Computer Aided Design and Drafting (CAD) Students

CAD Offers a Myriad of Career Opportunities

“It’s kind of limitless what industry CAD deals with. Anything manmade, somebody’s getting paid to draw it and make the plans.” – Jeremiah Cook, Computer Aided Design and Drafting (CAD) Instructor on the Reno Campus

Plans are essential to the design process any time a product is created or a house is constructed. Computer Aided Design and Drafting (CAD) technicians help make ideas a reality by utilizing software to draft these plans and photorealistic renderings. 

Francis Tuttle offers its CAD program for high school and adult students on the Portland and Reno Campuses, led by instructors Kyle Crowder and Jeremiah Cook, respectively. All students in the program learn established drafting standards and work extensively with AutoCAD, the widely used CAD software. 

Once they are proficient in AutoCAD, students choose a discipline – architecture, civil, or mechanical – and learn the software used in that industry. Cook added that just because a student selects a discipline, it does not limit them to that area. 

“One of the main things I love about CAD is that to me, it’s the perfect balance of technical and creative sides,” Cook shared. “It does take somebody with a detail-oriented and analytical mind, but you also get that creativity piece. For so many things, it seems you have to be either this or that, but CAD is a perfect blend.” 

What Career Opportunities Are There with CAD?

CAD is used to draw floor plans, items that are going to be manufactured, plans for infrastructure such as roads and bridges, and more. 

The skillset is needed across a variety of industries, including aerospace – a growing area in Oklahoma – architecture, oil and gas, and construction. It is even applicable in areas people may not realize, like law enforcement and the clothing and toy industries. 

Cook has had students complete the CAD program because they were interested in a fashion design career, and one of his former students works at LEGO. For students planning to attend college to become an engineer or architect, CAD skills are valuable to have for completing class assignments. 

“CAD is a great program in part because of how diverse it is,” Cook stated. “It doesn’t matter which direction you go to get trained. There are so many different jobs in different markets. Worldwide it doesn’t matter where you go – it’s a demand. I truly believe if you get decent with these skills, you’re set for life. It’s going to evolve of course, and I’ve seen it evolve, but it’s never going away, and that’s important.” 

Computer Aided Design and Drafting (CAD) Student

Why Take CAD at Francis Tuttle? 

Prior to joining Francis Tuttle as an instructor 17 years ago, Cook worked primarily in the oil and gas industry. He became an instructor because he wanted to pay it forward after attending Francis Tuttle, which was “life-changing for me in a very positive way.”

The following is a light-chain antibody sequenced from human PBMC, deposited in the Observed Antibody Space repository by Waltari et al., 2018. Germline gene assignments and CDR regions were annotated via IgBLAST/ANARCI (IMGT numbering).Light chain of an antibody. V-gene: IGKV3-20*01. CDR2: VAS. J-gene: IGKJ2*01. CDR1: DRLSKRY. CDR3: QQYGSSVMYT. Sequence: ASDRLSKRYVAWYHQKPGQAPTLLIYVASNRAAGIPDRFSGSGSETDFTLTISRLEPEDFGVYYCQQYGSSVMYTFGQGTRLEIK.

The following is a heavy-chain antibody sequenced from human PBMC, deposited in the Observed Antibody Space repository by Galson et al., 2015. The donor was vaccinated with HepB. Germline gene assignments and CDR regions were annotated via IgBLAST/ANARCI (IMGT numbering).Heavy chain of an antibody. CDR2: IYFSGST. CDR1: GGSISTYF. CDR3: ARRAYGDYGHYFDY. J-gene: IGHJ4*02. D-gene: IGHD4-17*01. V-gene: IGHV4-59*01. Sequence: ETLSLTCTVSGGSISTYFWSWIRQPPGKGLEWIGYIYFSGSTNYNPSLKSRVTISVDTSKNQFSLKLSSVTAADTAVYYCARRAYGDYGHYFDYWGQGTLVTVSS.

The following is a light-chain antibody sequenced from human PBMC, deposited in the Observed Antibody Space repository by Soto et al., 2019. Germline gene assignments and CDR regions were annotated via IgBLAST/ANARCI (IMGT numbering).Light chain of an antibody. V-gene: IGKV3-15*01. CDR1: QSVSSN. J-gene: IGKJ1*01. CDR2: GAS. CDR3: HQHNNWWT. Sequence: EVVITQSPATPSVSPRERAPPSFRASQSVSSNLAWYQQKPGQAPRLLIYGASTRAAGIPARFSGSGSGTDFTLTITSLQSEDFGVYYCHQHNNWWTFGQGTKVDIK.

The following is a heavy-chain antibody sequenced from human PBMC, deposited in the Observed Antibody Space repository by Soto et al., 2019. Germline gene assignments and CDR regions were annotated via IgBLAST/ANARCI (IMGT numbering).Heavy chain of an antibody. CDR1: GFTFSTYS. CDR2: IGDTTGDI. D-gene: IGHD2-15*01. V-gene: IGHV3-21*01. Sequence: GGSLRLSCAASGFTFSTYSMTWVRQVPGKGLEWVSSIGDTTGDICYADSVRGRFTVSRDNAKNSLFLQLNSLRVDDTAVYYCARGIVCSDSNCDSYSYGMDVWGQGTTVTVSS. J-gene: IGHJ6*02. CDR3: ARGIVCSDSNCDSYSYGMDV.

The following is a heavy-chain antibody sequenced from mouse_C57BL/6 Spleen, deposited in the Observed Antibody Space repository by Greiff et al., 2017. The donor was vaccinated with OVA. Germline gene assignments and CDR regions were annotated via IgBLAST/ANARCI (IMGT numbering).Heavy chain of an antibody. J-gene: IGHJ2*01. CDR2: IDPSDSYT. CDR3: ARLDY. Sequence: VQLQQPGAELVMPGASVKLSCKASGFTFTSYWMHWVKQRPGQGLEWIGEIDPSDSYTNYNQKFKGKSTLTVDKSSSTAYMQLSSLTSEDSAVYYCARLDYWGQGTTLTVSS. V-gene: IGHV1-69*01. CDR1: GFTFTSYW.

The CAD program is self-paced, individualized learning, Cook takes a hands-on approach when assisting students and passing on his experience as a professional. Along with the in-person assistance, Cook is focused on forging strong relationships with students. He said Francis Tuttle has built a reputation of being known for CAD, and he takes pride in preparing students for the workforce and supporting them even after they complete the program. 

While working for a company that created and operated dredge boats, CAD program student Tucker Bruce was often diagnosing problems and troubleshooting to improve the products. That experience, combined with the fact one of his best friends is a mechanical engineer, piqued his interest in the industry. His friend encouraged him to get into CAD as an entry point. 

Bruce, who completes the program in May 2024, has received job offers from multiple companies. While he is still choosing his next step, he knows he wants to work in mechanical design. Along with the opportunity to problem solve, Bruce likes how a career in CAD allows for a behind-the-scenes perspective in creating a product. 

“Everything that is made has to go through us, so that’s kind of the beauty of it all. We have our hands on everything,” Bruce said. “It’s not limiting. You have a myriad of options, and whatever discipline you choose, you have a lot of space you can enter. You can go as niche as you want or as broad as you want, and there’s no shortage of things to learn in this.”

What is the Future of CAD?

Like all Francis Tuttle programs, CAD uses advancements in the industry to better prepare students for potential jobs. Both Portland and Reno programs used 3D printers so students can practice creating prototypes and test their designs. This year, Cook added consumer-grade printers to this collection because he wants students to be familiar with the products many companies are buying. 

The program also has a 3D scanner, which captures images of buildings that can then be modified in CAD. Access to this technology and hands-on learning helps students prepare for any job and equips them for the growing list of industries that need skilled individuals.  

There is now a growing need for CAD skills in law enforcement. Through the use of scanning technology and drones, departments need CAD in their analysis of crime scenes and vehicle collisions. The CAD program is planning to offer curriculum for students who want to work toward earning their FAA drone license.

“We are trying to grow with the new technologies, and we’re evolving,” Cook said. “Old school CAD has not gone away and there is still demand for it, but we will also add these new technologies.” 

by Chelsey Koppari - April 30, 2024